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Photos: Which of these humanlike robots can you stand to look at?

Reuters/Thomas Peter
Patient creatures.
By Caitlin Hu
Published Last updated This article is more than 2 years old.

The robot revolution is probably closer than you think. No longer just helpers or servers, today’s robots are practice dental patients, hitchhikers, translators, PR reps and dancers. Some even have the ability to wink. While several scientists have expressed fear that artificial intelligence could one day go too far, the new generation of robots includes equally disturbing aesthetic advances—softer skin-like coverings, tongue-waggling, and eerily human attitudes.

Welcome to the uncanny valley.

First coined by robotics professor Masahiro Mori in 1970, the term “uncanny valley” describes how humans react to the appearances of non-living things. As objects look more and more realistic, he posited, we like them more and more—cartoons, for example, successfully exploit this by anthropomorphizing animals, inanimate objects and yes, robots. But once a non-living object looks too lifelike, human observers recoil and their sympathy evaporates (a shiver of disgust usually marks this point). Test where your own uncanny valley begins and ends, with the photos below.

Reuters/Kim Kyung-Hoon
This dental patient robot allows dentals students an opportunity for practical experience. She can move her own tongue and eyes.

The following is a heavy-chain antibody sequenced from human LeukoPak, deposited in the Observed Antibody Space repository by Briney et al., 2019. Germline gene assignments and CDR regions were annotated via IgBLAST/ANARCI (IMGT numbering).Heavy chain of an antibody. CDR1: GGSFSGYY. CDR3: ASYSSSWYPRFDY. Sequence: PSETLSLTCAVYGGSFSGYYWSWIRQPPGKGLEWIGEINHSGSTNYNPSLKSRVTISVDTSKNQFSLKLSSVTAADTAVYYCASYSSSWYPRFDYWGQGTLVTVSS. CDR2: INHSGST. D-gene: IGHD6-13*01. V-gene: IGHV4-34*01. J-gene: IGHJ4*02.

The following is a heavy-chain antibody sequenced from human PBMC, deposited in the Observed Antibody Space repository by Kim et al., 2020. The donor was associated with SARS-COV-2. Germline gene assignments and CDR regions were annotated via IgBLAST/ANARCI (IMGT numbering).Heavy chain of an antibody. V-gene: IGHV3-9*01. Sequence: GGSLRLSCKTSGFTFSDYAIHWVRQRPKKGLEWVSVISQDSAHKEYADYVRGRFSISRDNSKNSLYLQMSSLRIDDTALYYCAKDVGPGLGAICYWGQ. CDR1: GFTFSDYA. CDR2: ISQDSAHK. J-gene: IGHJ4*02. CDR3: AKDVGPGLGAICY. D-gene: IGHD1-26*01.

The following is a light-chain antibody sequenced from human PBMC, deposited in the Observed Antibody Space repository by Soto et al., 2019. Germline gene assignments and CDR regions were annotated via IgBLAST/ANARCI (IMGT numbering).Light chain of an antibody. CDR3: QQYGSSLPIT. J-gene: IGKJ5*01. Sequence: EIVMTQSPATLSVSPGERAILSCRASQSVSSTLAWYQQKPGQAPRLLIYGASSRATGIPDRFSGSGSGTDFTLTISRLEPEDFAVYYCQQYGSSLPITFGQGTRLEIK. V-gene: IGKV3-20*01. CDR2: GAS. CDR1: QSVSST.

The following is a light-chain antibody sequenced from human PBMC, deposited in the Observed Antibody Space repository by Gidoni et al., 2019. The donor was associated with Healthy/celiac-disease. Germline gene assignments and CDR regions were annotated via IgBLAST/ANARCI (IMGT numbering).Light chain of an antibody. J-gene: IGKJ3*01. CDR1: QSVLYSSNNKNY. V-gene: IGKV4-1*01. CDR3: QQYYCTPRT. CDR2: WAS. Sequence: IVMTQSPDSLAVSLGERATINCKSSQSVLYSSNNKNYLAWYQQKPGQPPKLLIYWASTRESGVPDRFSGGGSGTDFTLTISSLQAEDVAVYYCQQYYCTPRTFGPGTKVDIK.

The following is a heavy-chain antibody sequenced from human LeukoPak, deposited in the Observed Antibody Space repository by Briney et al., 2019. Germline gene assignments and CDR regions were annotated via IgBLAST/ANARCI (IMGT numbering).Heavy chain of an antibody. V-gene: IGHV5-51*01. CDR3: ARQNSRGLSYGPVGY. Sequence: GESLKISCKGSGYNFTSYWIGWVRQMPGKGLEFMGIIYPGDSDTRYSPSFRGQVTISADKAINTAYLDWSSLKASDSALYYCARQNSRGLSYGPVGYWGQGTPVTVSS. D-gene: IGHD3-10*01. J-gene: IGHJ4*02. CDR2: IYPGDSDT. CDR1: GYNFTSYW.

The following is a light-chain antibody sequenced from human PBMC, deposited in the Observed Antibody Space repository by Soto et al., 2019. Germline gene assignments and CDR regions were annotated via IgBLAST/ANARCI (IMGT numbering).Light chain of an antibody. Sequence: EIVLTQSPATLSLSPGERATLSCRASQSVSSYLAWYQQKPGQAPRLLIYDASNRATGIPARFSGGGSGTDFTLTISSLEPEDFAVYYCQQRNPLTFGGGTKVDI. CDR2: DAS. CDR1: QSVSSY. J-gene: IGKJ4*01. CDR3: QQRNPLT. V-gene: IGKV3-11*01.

Reuters/Wolfgang Rattay
Humanoid robot “blushes.”
Reuters/Yuya Shino
Robots called Robi perform a synchronized dance. They are able to speak, walk and dance.
Reuters/Yuya Shino
Robot Kirobo has been awarded two Guinness World Records: “First companion robot in space” and “Highest altitude for a robot to have a conversation.”
Reuters/Thomas Peter
A “Nao” humanoid robot sits in a corner while its batteries are being charged. Upon request, it can offer basic information about banking services in Japanese, English and Chinese.
Reuters/Tyrone Siu
This humanoid robot named Han can answer simple questions, and is made of a special material that allows facial expressions
Reuters/Toru Hanai
The HRP-4C Miim humanoid robot.
Reuters/Kenneth Armstrong
The hitchBOT is hitch-hiking across Canada.
Reuters/Toru Hanai
Toyota Motor Corp’s partner robots play instruments at the company’s showroom. (JAPAN) – RTR2068C
Reuters/Yuya Shino
SoftBank’s human-like robot named ‘Pepper speaks to a customer in its role as a PR manager.
Reuters/Joshua Roberts
The world’s first-ever functioning bionic man made of prosthetic parts and artificial organ implants.
Reuters/Issei Kato
This robot, introduced by Toshiba, can use sign language and introduce itself. It is designed to interact with customers.
Reuters/Pichi Chuang
A visitor waves in front of a dummy robot that is part of “PWM1”, an art creation by Taiwan artist Huang Zan-lun.

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